How the Pandemic Took a Toll on Low-Income College Students
Many students who could qualify for help, who are disproportionately Black and Hispanic, seem to be responding to the economic uncertainties by taking newly abundant jobs.,
Requests for U.S. college aid are down, with experts blaming the pandemic.
An aid application form. “Students have had to go out into the work force to support their families,” said Bill DeBaun, director of data and evaluation at the nonprofit National College Attainment Network.Credit…Jon Elswick/Associated Press Photo
July 26, 2021, 4:53 a.m. ET
U.S. high school seniors completed fewer federal financial aid applications for college this year, as compared with last year, which saw an even steeper drop — signals that the number of low-income students attending college is falling again.
The National College Attainment Network, a nonprofit organization that promotes college attendance and completion by low-income students, links the drop to the economic uncertainty caused by the pandemic.
“Students have had to go out into the work force to support their families,” said Bill DeBaun, the organization’s director of data and evaluation.
Many low-income students, who are disproportionately Black and Hispanic, are electing to take advantage of a pandemic labor shortage. More well-paying hourly jobs are available, in some cases with signing bonuses. “Higher wages do draw students from the margins,” Mr. DeBaun said.
Applications dropped by nearly 5 percent this year, or about 102,000 forms. Counting the drop last year, 270,000 high school students who might have attended college skipped filling out the financial aid forms, according to the organization’s analysis.
That is not good news for colleges that are struggling to fill their classes. Many low-income students normally attend community colleges and regional four-year schools, which have already borne the brunt of enrollment declines during the pandemic.
Michigan was one of the most affected states in terms of college enrollment losses last fall, with a decline of 9.2 percent, according to Ryan Fewins-Bliss, executive director of the Michigan College Access Network.
“These were enormous hits,” he said.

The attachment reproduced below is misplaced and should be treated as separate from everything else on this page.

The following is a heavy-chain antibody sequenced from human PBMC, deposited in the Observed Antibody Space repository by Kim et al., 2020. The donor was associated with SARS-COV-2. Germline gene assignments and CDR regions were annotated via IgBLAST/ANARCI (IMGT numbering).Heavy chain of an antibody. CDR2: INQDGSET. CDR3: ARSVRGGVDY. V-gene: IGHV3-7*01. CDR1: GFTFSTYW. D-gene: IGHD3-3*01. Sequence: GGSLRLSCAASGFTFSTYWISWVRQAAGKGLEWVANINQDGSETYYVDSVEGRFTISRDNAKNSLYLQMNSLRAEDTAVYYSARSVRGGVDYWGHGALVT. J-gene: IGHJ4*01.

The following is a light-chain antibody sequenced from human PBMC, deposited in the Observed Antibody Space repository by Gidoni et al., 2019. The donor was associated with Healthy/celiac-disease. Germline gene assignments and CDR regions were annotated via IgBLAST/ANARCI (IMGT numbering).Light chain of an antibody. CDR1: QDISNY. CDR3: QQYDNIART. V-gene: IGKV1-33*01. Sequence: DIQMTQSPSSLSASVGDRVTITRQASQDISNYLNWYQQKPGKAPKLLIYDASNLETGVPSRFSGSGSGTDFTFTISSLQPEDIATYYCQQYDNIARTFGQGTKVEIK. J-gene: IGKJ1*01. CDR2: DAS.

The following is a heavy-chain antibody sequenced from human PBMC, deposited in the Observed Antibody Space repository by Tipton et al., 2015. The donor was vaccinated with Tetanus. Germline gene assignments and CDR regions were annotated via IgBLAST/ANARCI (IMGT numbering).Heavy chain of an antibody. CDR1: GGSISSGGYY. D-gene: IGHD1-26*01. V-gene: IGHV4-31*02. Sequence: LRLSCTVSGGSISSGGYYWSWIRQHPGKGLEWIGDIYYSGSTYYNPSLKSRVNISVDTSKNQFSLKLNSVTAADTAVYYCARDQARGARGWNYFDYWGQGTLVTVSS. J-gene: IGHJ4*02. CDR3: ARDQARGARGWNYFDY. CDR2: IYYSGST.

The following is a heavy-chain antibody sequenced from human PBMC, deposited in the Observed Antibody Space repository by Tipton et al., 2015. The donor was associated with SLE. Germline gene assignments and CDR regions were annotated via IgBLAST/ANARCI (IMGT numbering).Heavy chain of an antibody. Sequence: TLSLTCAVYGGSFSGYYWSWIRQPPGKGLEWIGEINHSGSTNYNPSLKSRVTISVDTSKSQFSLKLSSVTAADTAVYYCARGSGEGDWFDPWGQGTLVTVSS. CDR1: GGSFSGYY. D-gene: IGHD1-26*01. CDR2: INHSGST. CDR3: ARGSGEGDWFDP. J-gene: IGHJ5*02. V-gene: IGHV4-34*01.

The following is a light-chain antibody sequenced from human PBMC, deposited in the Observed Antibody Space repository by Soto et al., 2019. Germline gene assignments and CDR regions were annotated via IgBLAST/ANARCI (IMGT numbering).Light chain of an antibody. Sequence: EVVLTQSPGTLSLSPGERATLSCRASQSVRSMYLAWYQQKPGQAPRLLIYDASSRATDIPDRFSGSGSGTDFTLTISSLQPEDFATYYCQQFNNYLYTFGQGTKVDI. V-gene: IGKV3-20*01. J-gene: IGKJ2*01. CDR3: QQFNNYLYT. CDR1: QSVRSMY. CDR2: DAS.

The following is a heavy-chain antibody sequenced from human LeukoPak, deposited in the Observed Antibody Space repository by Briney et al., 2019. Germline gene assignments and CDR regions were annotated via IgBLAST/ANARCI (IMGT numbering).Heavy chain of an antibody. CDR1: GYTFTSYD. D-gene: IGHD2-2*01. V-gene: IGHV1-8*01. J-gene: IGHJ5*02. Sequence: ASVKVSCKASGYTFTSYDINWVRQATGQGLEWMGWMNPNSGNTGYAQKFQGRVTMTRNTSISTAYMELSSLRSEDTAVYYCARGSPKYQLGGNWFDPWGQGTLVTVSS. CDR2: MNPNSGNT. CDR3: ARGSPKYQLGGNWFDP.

The federal form, the Free Application for Federal Student Aid, or FAFSA, requires students to supply financial information that is used not only to award federal grants and loans, but also to determine who gets financial assistance supplied by states and individual colleges.
And while it’s still possible for students who intend to enter college this fall to fill out an application and apply for federal Pell grants, the data collected by early summer are considered a barometer of college attendance for the fall.
The numbers, analyzed through July 2, also show that the poorest-of-the-poor students are lagging behind their counterparts in applying for aid, according to Mr. DeBaun.
“High schools with higher concentrations of students of color and students from low-income backgrounds saw greater declines in FAFSA completions,” he said.
For high schools with more than 40 percent Black and Hispanic enrollment, the decline in FAFSA completion rates was 8.1 percent, compared with a 2.2 percent drop for schools with lower Black and Hispanic enrollment, he said.
“Once students graduate from high school and they go out into the work force, they’re kind of in the wind,” Mr. DeBaun said. “For students of color, students of low-income backgrounds, the college-going pathway has never been easy. And the pandemic has created this maelstrom of different kinds of outcomes.”
Many of the low-income students who receive Pell grants attend the nation’s more than 1,000 two-year colleges, which provide a low-cost alternative for students who lack the means to pursue four-year degrees.
Those colleges, which frequently enroll older students, many with families, have experienced a big enrollment decline during the pandemic — about 10 percent — according to data from the National Student Clearinghouse.